Perspective from the Chair of the Septic to Sewer Advisory Committee | Guest Commentary | Bend | The Source Weekly - Bend, Oregon

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Opinion » Guest Commentary

Perspective from the Chair of the Septic to Sewer Advisory Committee


A map of the Septic to Sewer project in Bend. - CITY OF BEND
  • City of Bend
  • A map of the Septic to Sewer project in Bend.

Hello! I am Bethann Bicknase, Chair of the 11-member Septic to Sewer Advisory Committee. I volunteered to serve on this committee because my home backs to 27th and, when the Southeast Interceptor was constructed, the Bend City Council was looking for citizens with finance in their background to serve on a citizen committee to make recommendations for transitioning neighborhoods reliant on septic systems to sewer, in a neighborhood near my home. I am a combat veteran with a finance and risk management background. I recently completed a Master's in Management and I have a real commitment to continue to make our community stronger and smarter as we face continual growth.

Our committee formed almost a year and a half ago and we have had 12 formal meetings, small group workshops, open houses, and have published several newsletters in an effort to keep our recommendations and efforts as transparent as possible. We have met with and listened to experts that have presented facts and advice on how several other communities in the Northwest have successfully tackled the difficult problem of transitioning neighborhoods from septic to sewer.

Personally, I have been extremely impressed with the level of detail and the amount of professionalism we have received from City staff, City Council and the experts in this process. I am also encouraged that our local government has had the courage to tackle an issue of this magnitude while being humble enough to listen to passionate invested community members. I also have been blown away by the level of neighborhood interaction, as this issue affects each neighbor differently and every citizen lives with different constraints. The amount of support the committee and I have received has been enormous. I truly understand that there is no "one size-fits all" solution to this issue. I am confident that the true spirit of this city values a connected, vibrant and accepting culture that can come together to support each other through our growing pains. I am committed to finding a way to lead this community through this process and I give you my assurance that the recommendations our committee has made to Council follow all the values we adopted. This issue is the toughest this community faces right now, and I believe this is the best time to begin the tough work to solve it.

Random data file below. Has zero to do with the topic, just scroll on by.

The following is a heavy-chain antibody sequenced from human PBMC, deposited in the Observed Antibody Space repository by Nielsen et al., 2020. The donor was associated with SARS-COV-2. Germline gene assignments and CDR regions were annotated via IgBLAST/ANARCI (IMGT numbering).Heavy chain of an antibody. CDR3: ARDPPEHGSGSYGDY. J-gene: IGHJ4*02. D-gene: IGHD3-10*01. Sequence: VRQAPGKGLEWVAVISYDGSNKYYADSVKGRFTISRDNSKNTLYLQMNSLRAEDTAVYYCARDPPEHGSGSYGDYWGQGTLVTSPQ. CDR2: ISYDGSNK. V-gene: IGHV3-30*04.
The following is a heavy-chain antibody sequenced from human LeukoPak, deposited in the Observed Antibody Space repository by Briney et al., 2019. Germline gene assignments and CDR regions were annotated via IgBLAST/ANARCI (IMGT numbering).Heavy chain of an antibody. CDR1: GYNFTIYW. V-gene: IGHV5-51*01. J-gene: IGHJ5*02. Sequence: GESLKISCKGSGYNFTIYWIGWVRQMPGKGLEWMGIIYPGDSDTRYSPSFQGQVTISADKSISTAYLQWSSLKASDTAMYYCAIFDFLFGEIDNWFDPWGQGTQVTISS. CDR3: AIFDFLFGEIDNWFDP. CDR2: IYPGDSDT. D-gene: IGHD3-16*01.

The committee's rationale for settling on the $25,000 total cost: the City estimates it is a $30 million dollar project just for the public portion of the work in Kings Forest and Desert Woods. Divided by 503 households, it is roughly $60,000 per household. Add in the private side costs of $5,000 to $15,000 and the price tag balloons past $70,000 per household. That $25,000 price includes coordination by City to do the work in the most cost effective and timely fashion as possible. [Editor's note: $25,000 is the amount the committee recommended that each septic tank homeowner contribute toward conversion. The recommendations also include provisions for low-income homeowners and those with economic hardship.]

Should the City not participate in coordinating, facilitating or funding any portion of the project, city staff said the costs per household could zoom past $100,000. Of course, some could pay a lot less and some could pay a lot more than that. And it could take years of construction, with its constant detours and disruption of daily life.

The full-unanimously adopted-Committee report is on the City of Bend project website, and links to the Old Farm Neighborhood Associated sponsored informational session are available online. I'd strongly encourage anyone interested in learning more to read the report and watch the video. Also feel free to talk to the committee members in the SE Project Area Neighborhood. They're all happy to talk about the process.

Finally, I want to again thank this community for showing up and being involved in this process. Almost 300 neighbors attended the Saturday, August 11 meeting.

—Beth Bicknase

Committee Recommendations (PDF):

Septic to Sewer Committee website:

PowerPoint briefing from the neighborhood Aug 11th 12:30-3:00pm (PDF):

Video of the OFDNA neighborhood meeting Aug 11th 12:30-3:00pm:

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